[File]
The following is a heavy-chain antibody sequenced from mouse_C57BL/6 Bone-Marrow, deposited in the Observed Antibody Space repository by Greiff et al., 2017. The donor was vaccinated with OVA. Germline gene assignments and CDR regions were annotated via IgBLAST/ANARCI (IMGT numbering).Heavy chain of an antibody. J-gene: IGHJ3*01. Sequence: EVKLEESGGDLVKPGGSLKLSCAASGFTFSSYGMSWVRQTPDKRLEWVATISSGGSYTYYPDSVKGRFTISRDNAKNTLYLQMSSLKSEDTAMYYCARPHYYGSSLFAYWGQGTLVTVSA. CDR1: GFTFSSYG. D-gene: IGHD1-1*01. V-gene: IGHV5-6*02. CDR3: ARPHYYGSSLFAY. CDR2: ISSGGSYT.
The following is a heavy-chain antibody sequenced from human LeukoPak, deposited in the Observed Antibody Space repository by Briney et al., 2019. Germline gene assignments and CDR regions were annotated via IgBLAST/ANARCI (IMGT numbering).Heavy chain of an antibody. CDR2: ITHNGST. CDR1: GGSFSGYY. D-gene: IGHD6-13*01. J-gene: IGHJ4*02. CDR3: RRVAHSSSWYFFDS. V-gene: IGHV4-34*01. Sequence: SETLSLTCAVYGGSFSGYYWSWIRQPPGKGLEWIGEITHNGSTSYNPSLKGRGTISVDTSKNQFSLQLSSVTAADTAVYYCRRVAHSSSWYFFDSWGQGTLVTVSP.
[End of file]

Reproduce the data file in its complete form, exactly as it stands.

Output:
The following is a heavy-chain antibody sequenced from mouse_C57BL/6 Bone-Marrow, deposited in the Observed Antibody Space repository by Greiff et al., 2017. The donor was vaccinated with OVA. Germline gene assignments and CDR regions were annotated via IgBLAST/ANARCI (IMGT numbering).Heavy chain of an antibody. J-gene: IGHJ3*01. Sequence: EVKLEESGGDLVKPGGSLKLSCAASGFTFSSYGMSWVRQTPDKRLEWVATISSGGSYTYYPDSVKGRFTISRDNAKNTLYLQMSSLKSEDTAMYYCARPHYYGSSLFAYWGQGTLVTVSA. CDR1: GFTFSSYG. D-gene: IGHD1-1*01. V-gene: IGHV5-6*02. CDR3: ARPHYYGSSLFAY. CDR2: ISSGGSYT.
The following is a heavy-chain antibody sequenced from human LeukoPak, deposited in the Observed Antibody Space repository by Briney et al., 2019. Germline gene assignments and CDR regions were annotated via IgBLAST/ANARCI (IMGT numbering).Heavy chain of an antibody. CDR2: ITHNGST. CDR1: GGSFSGYY. D-gene: IGHD6-13*01. J-gene: IGHJ4*02. CDR3: RRVAHSSSWYFFDS. V-gene: IGHV4-34*01. Sequence: SETLSLTCAVYGGSFSGYYWSWIRQPPGKGLEWIGEITHNGSTSYNPSLKGRGTISVDTSKNQFSLQLSSVTAADTAVYYCRRVAHSSSWYFFDSWGQGTLVTVSP.